And now....onto the rest of our reviews. Please click through. You won't want to miss a single one!

MDDLE GRADE AND YOUNG ADULT FICTION BOOK REVIEWS

Ellen Booraem: ONE CRAZY SUMMER by Rita Williams Garcia (MG)

Lucy Sartain: THE DISAPPEARANCE OF EMILY H. by Barrie Summy (MG, mystery)

Stacy Nyikos: ALWAYS OCTOBER by Bruce Coleville (MG)

Beth Bonini of TRAC: ME BEING ME IS EXACTLY AS INSANE AS YOU BEING YOU
                                      by Todd Hasak-Lowy (YA)

ADULT FICTION BOOK REVIEWS

Alyssa Goodnight: ARTIFACT by Gigi Pandian (mystery)

Lucy Sartain: QUEEN OF THE TRAILER PARK by Alice Quinn (A Rosie Maldonne mystery)

Patti Abbott:  NOVEMBER by Georges Simenon

Ray Potthoff: THE DREAM LOVER by Elizabeth Berg (historical)

**Scott Parker: CONCRETE ANGEL by OUR VERY OWN Patricia Abbott (domestic suspense)**

NONFICTION REVIEW

Linda McLaughlin: THE MONUMENTS MEN: ALLIED HEROES, NAZI THIEVES, AND THE GREATEST TREASURE HUNT IN HISTORY by Robert M. Edsel with Bret Witter (adult)

Rob Costello: SO YOU'VE BEEN PUBLICLY SHAMED by Jon Ronson (adult)

Sarah Laurence: I WILL ALWAYS WRITE BACK by Caitlin Alifirenka and Martin Ganda
                           with Liz Welch (young adult)


Note to Reviewers: Any errors (broken link, missed review, etc), just shoot me an email or leave a comment. Thank you so much for your reviews!

Dear FCC: Oh, you are so nosy. I bought this book. Nothing tricky going on here.


Wednesday, May 6, 2015

The Book Review Club (May 2015)


Happy May, and welcome to this month's meeting of The Book Review Club! We have a lot of good reviews today. Please click through below my post. You will not regret it. Promise! Before I forget, next month we'll be meeting a little later than usual...On WEDNESDAY, JUNE 17.  May trivia: Happy Birthday (in alpha order) to George Clooney, Sigmund Freud, Willie Mays and Orson Welles!
LULLABIES FOR LITTLE CRIMINALS 
by Heather O'Neill (debut bk, adult, literary)

I can say unequivocally that LULLABIES FOR LITTLE CHILDREN is one of the best adult books I've read in the last couple of years. It was published in 2006 by Harper, which means a) I've been living under a rock for nine years or b) my to-be-read pile is out of control. Your choice. :)

A lot of people loved this book. In 2007, it won Canada Reads AND the Hugh MacLennan Prize for Fiction AND was shortlisted for the Governor General's Award. Wow! It was short and long listed for too many other awards to list. Let's just say my love of LULLABIES FOR LITTLE CHILDREN puts me in good company!

In a Nutshell: The novel follows 12/13 year old Baby (yes, that's what her 15 year-old parents named her!) for two years while she lives in rundown apartments with her heroin-addicted father, does a stint in foster care, goes to school, looks for love, and survives, survives, survives.

What I Loved: EVERYTHING! Oh, what? You want more detail than that? Well...the voice pretty much jumps off the page and hits you right between the eyes. It's that perfect. Baby is very pragmatic, smart, often humorous (I bet you didn't see that coming) and is trying to come of age on the streets of Montreal. Of course, she's looking for love in all the wrong places. Of course, she makes mistakes with drugs and alcohol. But, oh my, you are rooting for this character till the wee hours of the morning. And the ending? Let's just say I cried. I'm not saying whether it ended on an upbeat note or not (no spoilers from me!). I'm just saying it was an emotional ending.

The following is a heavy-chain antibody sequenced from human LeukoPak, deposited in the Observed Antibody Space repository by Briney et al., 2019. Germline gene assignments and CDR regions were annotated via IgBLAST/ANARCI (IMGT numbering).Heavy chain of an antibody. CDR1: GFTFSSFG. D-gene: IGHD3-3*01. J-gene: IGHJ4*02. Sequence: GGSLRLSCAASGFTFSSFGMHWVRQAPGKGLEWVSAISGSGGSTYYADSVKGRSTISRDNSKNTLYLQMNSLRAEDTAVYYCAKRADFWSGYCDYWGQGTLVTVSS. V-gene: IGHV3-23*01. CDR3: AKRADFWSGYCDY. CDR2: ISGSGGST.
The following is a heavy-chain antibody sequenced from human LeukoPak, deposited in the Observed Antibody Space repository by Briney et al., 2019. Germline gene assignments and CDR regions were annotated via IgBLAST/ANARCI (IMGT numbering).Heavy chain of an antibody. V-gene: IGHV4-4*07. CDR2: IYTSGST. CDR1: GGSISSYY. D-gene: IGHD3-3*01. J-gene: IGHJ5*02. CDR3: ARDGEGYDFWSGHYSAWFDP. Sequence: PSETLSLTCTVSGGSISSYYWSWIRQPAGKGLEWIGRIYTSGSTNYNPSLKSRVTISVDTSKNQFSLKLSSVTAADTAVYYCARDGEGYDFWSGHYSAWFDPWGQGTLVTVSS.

From the Book: "That first night in the new place, Jules dismantled the fire alarm so that he could smoke in peace. I loved when he smoked a cigarette with the lights off. The smoke in the dark looked like the dove that whispered the future to saints in paintings."

What I Must Mention: This book is gritty. We're talking child prostitution, heroin addition, abandonment. Personally, I'm fine with reading gritty. And it's not in-your-face graphic or anything. In fact,  I'd say another strength of the book is that it deals with some tough subject matter and keeps the reader turning pages.

Dear FCC: Bought this one with my own credit card. 

 And now....onto the rest of our reviews. Please click through. You won't want to miss a single one!

 PICTURE BOOK REVIEW

 Jenn Jilks: PLASTIC ISLAND by David Cuellar


MIDDLE GRADE/YOUNG ADULT FICTION BOOK REVIEWS

Alyssa Goodnight: IF YOU FIND THIS by Matthew Baker (MG)

Jody Feldman: ROLLERGIRL by Victoria Jamieson (MG)

Sarah Laurence: THE DISAPPEARANCE OF EMILY H. by Barrie Summy (MG)

Beth Bonini of TRAC: THE DOOR THAT LED TO WHERE by Sally Gardner (YA)


ADULT FICTION BOOK REVIEWS

Ellen Booraem: THE SILKWORM by Robert Galbraith (JK Rowling) (mystery)

Linda McLaughlin: MIDNIGHT ROSE by Lucina Riley

Lucy Sartain of Ranting and Raving: GONE GIRL by Gillian Flynn(thriller)

Patti Abbott:  WADE INTO WAR by Scott Parker (mystery) **Yes, it's our very own Scott Parker**

Prairie Rose of Prairie Rose's Garden: THE DOG WHO SAVED ME by Susan Wilson

Ray Potthoff: BLACK RIVER by S.M. Hulse (western)

Stacy Nyikos: MY BRILLIANT FRIEND by Elena Ferrante

Stacy of the Cat's Meow: MISSING REELS by Farran Smith Nehme

NONFICTION BOOK REVIEW
Jenn Jilks: THE ANTHROPOCENE by Christian Schwagerl



Note to Reviewers: Any errors (broken link, missed review, etc), just shoot me an email or leave a comment. Thank you so much for your reviews!